Workshops, conferences 2018

“Chinese Religions in the Age of Massive Urbanization”

Workshop at the Max Planck Institute for the Study of Religious and Ethnic Diversity (MPI-MMG), Library Hall, Hermann-Föge-Weg 11

June 6-7, 2018


China has undergone rapid urbanization since the policy of opening up to reforms. By the end of 2015, 56% of the total population lived in urban areas. If urbanization continues to progress as the Chinese government plans, by 2025, 70% of Chinese citizen will live in cities. Urbanization has tremendous impact not only on the environment but also on people and their cultural fabric in everyday life. State-led urbanization on such a scale also further blurs the boundaries between cities and villages as they are more closely embedded in each other, with more and more people living in both cities and villages.

In the light of such a gigantic state-led urbanization project, scholars working from sociological, anthropological and historical viewpoints are invited to consider the associated questions on how urbanization and religion constitute each other and the implications of broad changes resulting from urbanization and the dynamics of religion. We do not take “urban” as self-evident nor a given, nor do we “use religion as a thing that can be easily distinguished from the flow of social life in cities.” Our goal is to use religion “as a lens through which one can acquire a better view of what urban aspirations are” and to interrogate the rural and urban divide. To these ends, we ask a range of questions including but not limited to:

  1. How does urbanization transform religious practices, beliefs and organization as religious communities face new issues and challenges? For instance, to what extent is the rise of neo-Calvinist style Christianity (as opposed to Pentecostal style Christianity) related to the extensive process of urbanization? How much has urban expansion shaped the ways that house churches congregate and operate? Similar questions can be asked of other religious traditions.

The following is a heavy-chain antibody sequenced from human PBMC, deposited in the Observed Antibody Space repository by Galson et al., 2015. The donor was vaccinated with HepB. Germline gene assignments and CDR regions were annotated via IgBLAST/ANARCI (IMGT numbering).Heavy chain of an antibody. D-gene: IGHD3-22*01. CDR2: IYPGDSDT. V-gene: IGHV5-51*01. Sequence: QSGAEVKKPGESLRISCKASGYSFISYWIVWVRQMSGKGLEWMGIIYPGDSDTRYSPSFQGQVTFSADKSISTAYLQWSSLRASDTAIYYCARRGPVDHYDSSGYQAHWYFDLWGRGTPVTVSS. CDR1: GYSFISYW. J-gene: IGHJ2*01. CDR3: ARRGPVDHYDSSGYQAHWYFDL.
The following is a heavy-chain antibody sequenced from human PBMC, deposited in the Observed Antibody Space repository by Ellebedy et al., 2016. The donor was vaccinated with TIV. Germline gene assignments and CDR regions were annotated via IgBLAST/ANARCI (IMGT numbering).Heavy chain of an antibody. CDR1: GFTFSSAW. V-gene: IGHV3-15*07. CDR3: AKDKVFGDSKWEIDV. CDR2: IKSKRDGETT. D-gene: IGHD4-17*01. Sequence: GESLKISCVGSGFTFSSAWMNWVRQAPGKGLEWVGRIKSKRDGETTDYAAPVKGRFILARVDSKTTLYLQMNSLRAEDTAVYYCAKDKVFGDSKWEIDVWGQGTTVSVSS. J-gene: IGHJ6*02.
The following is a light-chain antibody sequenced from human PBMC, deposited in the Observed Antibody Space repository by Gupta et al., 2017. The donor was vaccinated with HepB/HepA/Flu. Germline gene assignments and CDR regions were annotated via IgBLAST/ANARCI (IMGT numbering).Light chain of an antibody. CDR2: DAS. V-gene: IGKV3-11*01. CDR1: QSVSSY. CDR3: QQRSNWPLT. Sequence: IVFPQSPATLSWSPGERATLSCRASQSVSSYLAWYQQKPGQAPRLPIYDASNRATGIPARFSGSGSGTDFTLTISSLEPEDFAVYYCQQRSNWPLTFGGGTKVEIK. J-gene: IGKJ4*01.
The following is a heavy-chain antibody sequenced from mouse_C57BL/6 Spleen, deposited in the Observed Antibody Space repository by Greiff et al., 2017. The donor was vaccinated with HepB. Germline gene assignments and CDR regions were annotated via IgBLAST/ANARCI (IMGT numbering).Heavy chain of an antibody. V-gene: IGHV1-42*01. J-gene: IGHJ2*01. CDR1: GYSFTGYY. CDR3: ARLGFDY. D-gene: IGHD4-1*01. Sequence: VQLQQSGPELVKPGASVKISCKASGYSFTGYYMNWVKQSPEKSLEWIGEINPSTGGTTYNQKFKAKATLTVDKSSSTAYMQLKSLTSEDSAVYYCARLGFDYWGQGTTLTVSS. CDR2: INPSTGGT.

2. How do city planners envision and position religious space in Chinese cities? How are religious spaces contested, transformed, negotiated and [re]produced in those (soon-to-be) urban areas among a constellation of actors from officials, urban developers, to neighborhood residents and religious leaders? To what extent has urbanization been reshaping the ways that various religious traditions engage with local place, environment, their constituencies, and the government as well as each other?
  3. What role does religion play in this process of urbanization in China? How much does religion and religious conversion in cities address such new issues confronting urban migrants as joblessness, housing, health and social welfare? How much does religion protect and how much does it exploit urban migrants' interests?
  4. How significant are religious organizations and groupings for urban migrants of different regional and ethnic origins, including Han or Chinese minorities? From a historical perspective, how can they be compared to 'native place' associations and temples existing in cities before 1949? Does religion among Chinese migrants mean the same thing for those settled in megacities outside China and those within China?